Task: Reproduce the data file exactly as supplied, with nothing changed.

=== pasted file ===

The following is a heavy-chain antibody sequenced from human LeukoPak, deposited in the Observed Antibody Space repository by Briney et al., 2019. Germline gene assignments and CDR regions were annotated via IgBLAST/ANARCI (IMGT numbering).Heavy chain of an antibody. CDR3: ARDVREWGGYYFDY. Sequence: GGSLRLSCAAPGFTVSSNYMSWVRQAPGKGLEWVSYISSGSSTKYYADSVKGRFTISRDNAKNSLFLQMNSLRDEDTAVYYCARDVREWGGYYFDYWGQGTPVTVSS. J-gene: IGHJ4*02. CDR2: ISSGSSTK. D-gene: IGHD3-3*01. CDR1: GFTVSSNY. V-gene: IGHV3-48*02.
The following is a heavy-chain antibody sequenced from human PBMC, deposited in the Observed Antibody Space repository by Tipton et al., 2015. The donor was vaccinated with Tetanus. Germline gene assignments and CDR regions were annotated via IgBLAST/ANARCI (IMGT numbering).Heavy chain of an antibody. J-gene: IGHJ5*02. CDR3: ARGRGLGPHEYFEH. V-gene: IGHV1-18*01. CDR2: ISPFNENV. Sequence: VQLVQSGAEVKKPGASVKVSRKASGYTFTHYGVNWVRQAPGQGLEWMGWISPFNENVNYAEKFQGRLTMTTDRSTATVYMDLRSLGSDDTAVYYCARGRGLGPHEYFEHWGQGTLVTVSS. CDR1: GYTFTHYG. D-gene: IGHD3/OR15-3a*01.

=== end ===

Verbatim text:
The following is a heavy-chain antibody sequenced from human LeukoPak, deposited in the Observed Antibody Space repository by Briney et al., 2019. Germline gene assignments and CDR regions were annotated via IgBLAST/ANARCI (IMGT numbering).Heavy chain of an antibody. CDR3: ARDVREWGGYYFDY. Sequence: GGSLRLSCAAPGFTVSSNYMSWVRQAPGKGLEWVSYISSGSSTKYYADSVKGRFTISRDNAKNSLFLQMNSLRDEDTAVYYCARDVREWGGYYFDYWGQGTPVTVSS. J-gene: IGHJ4*02. CDR2: ISSGSSTK. D-gene: IGHD3-3*01. CDR1: GFTVSSNY. V-gene: IGHV3-48*02.
The following is a heavy-chain antibody sequenced from human PBMC, deposited in the Observed Antibody Space repository by Tipton et al., 2015. The donor was vaccinated with Tetanus. Germline gene assignments and CDR regions were annotated via IgBLAST/ANARCI (IMGT numbering).Heavy chain of an antibody. J-gene: IGHJ5*02. CDR3: ARGRGLGPHEYFEH. V-gene: IGHV1-18*01. CDR2: ISPFNENV. Sequence: VQLVQSGAEVKKPGASVKVSRKASGYTFTHYGVNWVRQAPGQGLEWMGWISPFNENVNYAEKFQGRLTMTTDRSTATVYMDLRSLGSDDTAVYYCARGRGLGPHEYFEHWGQGTLVTVSS. CDR1: GYTFTHYG. D-gene: IGHD3/OR15-3a*01.